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Any traveler looking for out-of-the-box experience in Iceland should take time out on these islands. PIC Chris Zielecki

Any traveler looking for out-of-the-box experience in Iceland should take time out on these islands. PIC Chris Zielecki

A s has often been mentioned here it is terribly sad how many of tourists visiting Iceland stay only long enough to visit the well publicized places and then leave none the wiser. Sad because this place is a mecca of natural beauty along with vastness and stillness not found in many spots on the planet anymore.

You may shrug and roll your eyes when hearing about vastness and stillness but as we have also written about before, almost without exception that is what travelers to this place remember most vividly when returning home. Most of us are so used to noise and the rather cramped space in large cities many have absolutely no idea what peace and quiet really feels like.

Now, those particular resources are certainly under threat in Iceland as more and more tourists roll in and if all the plans about more hotels, roads, dams and drains in the years ahead become reality there will be a scarcity of both vastness and stillness in just a decade or so.

Peace and quiet is something you will find most often in abundance on the five islands we are recommending. Islands that may not blow your mind from afar but their main attraction is not just being small and cuddly islands but what they give those that take it slow, lie down to soak it all up and get rewarded by hearing grass grow for the first time ever.

VIDEY  As easily seen on the pic Videy island is quite the oasis in Reykjavik city. Perhaps not completely void of some noise from across the small strait and once in awhile large cruise ships float by but most often a real treat. Treat because you need to take a boat-ride to get here and locals either do not have the time or the will. The place is empty most days of the year. You may actually know Videy from pictures already. This is the site of Yoko Ono´s Peace tower in remembrance of the late John Lennon. It lights up in wintertime creating quite a column of light straight into the dark sky. There are only four buildings here, two of which are steeped in local history. One especially, Videy House, and its small but lovely church are undoubtedly worth some of your time. In summertime one can also buy snacks and food here. Daily boat trips from Sundahofn harbor, five minute sailing across.

ÆDEY  There are two islands, or isles, of particular interest in the waters called Isafjardardjup in the Westfjords part of Iceland. The largest one is Æðey which translates as island of eidur as the place attracts quite a number of those seabirds all year along with those lovely puffins and various other bird species. Easy and quick to get to from the mainland and apart from one farm here you´ll also find a lighthouse dotting the landscape.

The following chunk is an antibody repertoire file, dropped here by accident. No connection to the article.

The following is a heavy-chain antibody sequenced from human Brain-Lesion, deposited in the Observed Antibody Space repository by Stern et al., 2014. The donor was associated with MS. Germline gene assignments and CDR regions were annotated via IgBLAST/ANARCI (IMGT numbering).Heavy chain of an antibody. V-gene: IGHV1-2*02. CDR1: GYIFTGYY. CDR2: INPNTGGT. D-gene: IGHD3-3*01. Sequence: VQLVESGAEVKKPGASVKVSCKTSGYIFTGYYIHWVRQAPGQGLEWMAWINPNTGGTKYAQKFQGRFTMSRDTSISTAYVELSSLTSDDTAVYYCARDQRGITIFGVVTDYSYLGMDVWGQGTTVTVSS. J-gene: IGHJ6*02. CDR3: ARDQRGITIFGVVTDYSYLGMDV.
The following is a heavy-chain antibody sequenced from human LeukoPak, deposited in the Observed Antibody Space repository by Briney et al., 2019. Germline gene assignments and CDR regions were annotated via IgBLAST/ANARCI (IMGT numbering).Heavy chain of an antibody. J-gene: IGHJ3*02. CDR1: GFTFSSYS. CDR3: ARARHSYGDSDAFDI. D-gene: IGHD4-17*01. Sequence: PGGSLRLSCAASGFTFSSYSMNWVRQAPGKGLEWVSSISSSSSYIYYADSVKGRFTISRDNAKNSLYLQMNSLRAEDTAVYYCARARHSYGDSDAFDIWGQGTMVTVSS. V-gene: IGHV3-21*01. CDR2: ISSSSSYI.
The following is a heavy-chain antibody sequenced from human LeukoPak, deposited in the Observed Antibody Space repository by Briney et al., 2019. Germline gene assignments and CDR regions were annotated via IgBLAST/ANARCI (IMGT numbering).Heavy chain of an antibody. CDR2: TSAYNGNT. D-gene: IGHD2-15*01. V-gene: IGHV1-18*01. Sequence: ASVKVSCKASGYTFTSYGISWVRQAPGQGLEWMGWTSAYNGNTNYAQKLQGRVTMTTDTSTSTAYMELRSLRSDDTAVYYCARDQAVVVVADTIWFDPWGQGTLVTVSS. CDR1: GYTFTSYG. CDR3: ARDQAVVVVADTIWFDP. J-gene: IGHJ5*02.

GRIMSEY  The island of Grimsey is the home of the Arctic Circle in Iceland as it is the only place where the line marking the boundary crosses land in this country. It is also the furthest out from mainland Iceland and as a consequence the Northernmost spot in the country too. Bird life is varied here and there are people calling this place home. Flights are available from Akureyri and ferries make the crossing daily from Arskogssandur harbor close to the town of Dalvik.

PAPEY  Make no mistake. Papey island is but a tiny rock but it is still our favorite of all the islands covered here. Reason being its pretty sheltered by the mountains and this is also the least visited island of those mentioned here. There are tours offered in summertime from Djupivogur village but sometimes it is possible to stay behind for a few hours. Since none do you could well have the isle to yourself. A lighthouse is here and also some old buildings. In fact, Papey was for a long time thought to be the very first place in Iceland ever settled but that theory has taken a hit lately.

FLATEY  It seems small and inconsequential but Flatey islands was long ago one of the major centers in the country. One of the “countless” isles of Breidafjordur bay, the largest one and the only one with human population year round. Great church is here along with fabulously rebuilt old houses some of which are among the oldest in the country. Easy fishing here and bird life varied. Planting your ass here for a few hours will do for sights but to take it in a night here would be ideal. A guesthouse is run here in summertime if camping cramps your style. Get here by daily ferry from Stykkisholmur.